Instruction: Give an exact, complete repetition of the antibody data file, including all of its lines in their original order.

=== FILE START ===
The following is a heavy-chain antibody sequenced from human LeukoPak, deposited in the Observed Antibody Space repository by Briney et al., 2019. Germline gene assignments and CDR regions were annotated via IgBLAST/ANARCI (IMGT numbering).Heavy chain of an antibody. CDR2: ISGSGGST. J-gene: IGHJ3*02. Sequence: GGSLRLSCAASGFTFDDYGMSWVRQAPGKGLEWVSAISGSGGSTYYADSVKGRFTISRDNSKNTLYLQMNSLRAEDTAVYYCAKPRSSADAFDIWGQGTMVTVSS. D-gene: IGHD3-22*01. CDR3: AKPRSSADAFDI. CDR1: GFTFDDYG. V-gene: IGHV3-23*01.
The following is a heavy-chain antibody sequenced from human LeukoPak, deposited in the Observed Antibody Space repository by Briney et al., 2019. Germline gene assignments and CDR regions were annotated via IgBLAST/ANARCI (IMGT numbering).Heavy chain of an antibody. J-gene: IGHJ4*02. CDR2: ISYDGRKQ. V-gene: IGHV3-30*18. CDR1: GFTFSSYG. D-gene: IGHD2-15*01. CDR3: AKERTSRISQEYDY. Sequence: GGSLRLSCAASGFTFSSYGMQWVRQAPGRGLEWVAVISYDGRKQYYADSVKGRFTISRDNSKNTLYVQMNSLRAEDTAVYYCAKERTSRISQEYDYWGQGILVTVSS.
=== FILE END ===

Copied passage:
The following is a heavy-chain antibody sequenced from human LeukoPak, deposited in the Observed Antibody Space repository by Briney et al., 2019. Germline gene assignments and CDR regions were annotated via IgBLAST/ANARCI (IMGT numbering).Heavy chain of an antibody. CDR2: ISGSGGST. J-gene: IGHJ3*02. Sequence: GGSLRLSCAASGFTFDDYGMSWVRQAPGKGLEWVSAISGSGGSTYYADSVKGRFTISRDNSKNTLYLQMNSLRAEDTAVYYCAKPRSSADAFDIWGQGTMVTVSS. D-gene: IGHD3-22*01. CDR3: AKPRSSADAFDI. CDR1: GFTFDDYG. V-gene: IGHV3-23*01.
The following is a heavy-chain antibody sequenced from human LeukoPak, deposited in the Observed Antibody Space repository by Briney et al., 2019. Germline gene assignments and CDR regions were annotated via IgBLAST/ANARCI (IMGT numbering).Heavy chain of an antibody. J-gene: IGHJ4*02. CDR2: ISYDGRKQ. V-gene: IGHV3-30*18. CDR1: GFTFSSYG. D-gene: IGHD2-15*01. CDR3: AKERTSRISQEYDY. Sequence: GGSLRLSCAASGFTFSSYGMQWVRQAPGRGLEWVAVISYDGRKQYYADSVKGRFTISRDNSKNTLYVQMNSLRAEDTAVYYCAKERTSRISQEYDYWGQGILVTVSS.